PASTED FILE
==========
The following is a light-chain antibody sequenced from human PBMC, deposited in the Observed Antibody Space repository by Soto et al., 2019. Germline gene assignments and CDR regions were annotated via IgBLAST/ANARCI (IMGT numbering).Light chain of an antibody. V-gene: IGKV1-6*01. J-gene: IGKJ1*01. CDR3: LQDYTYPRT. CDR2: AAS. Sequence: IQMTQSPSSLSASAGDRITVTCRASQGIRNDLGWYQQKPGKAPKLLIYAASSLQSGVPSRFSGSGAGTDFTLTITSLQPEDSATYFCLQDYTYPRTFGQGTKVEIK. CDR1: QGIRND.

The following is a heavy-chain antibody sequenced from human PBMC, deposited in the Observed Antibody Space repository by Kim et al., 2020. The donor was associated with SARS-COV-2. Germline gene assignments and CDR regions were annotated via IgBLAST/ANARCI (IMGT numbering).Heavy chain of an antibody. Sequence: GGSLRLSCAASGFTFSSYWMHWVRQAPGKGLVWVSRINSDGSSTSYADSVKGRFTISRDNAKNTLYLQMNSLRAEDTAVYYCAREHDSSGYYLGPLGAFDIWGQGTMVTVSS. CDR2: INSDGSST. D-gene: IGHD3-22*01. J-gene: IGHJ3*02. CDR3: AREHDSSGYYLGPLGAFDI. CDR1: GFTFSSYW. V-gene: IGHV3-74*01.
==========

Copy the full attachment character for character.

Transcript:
The following is a light-chain antibody sequenced from human PBMC, deposited in the Observed Antibody Space repository by Soto et al., 2019. Germline gene assignments and CDR regions were annotated via IgBLAST/ANARCI (IMGT numbering).Light chain of an antibody. V-gene: IGKV1-6*01. J-gene: IGKJ1*01. CDR3: LQDYTYPRT. CDR2: AAS. Sequence: IQMTQSPSSLSASAGDRITVTCRASQGIRNDLGWYQQKPGKAPKLLIYAASSLQSGVPSRFSGSGAGTDFTLTITSLQPEDSATYFCLQDYTYPRTFGQGTKVEIK. CDR1: QGIRND.

The following is a heavy-chain antibody sequenced from human PBMC, deposited in the Observed Antibody Space repository by Kim et al., 2020. The donor was associated with SARS-COV-2. Germline gene assignments and CDR regions were annotated via IgBLAST/ANARCI (IMGT numbering).Heavy chain of an antibody. Sequence: GGSLRLSCAASGFTFSSYWMHWVRQAPGKGLVWVSRINSDGSSTSYADSVKGRFTISRDNAKNTLYLQMNSLRAEDTAVYYCAREHDSSGYYLGPLGAFDIWGQGTMVTVSS. CDR2: INSDGSST. D-gene: IGHD3-22*01. J-gene: IGHJ3*02. CDR3: AREHDSSGYYLGPLGAFDI. CDR1: GFTFSSYW. V-gene: IGHV3-74*01.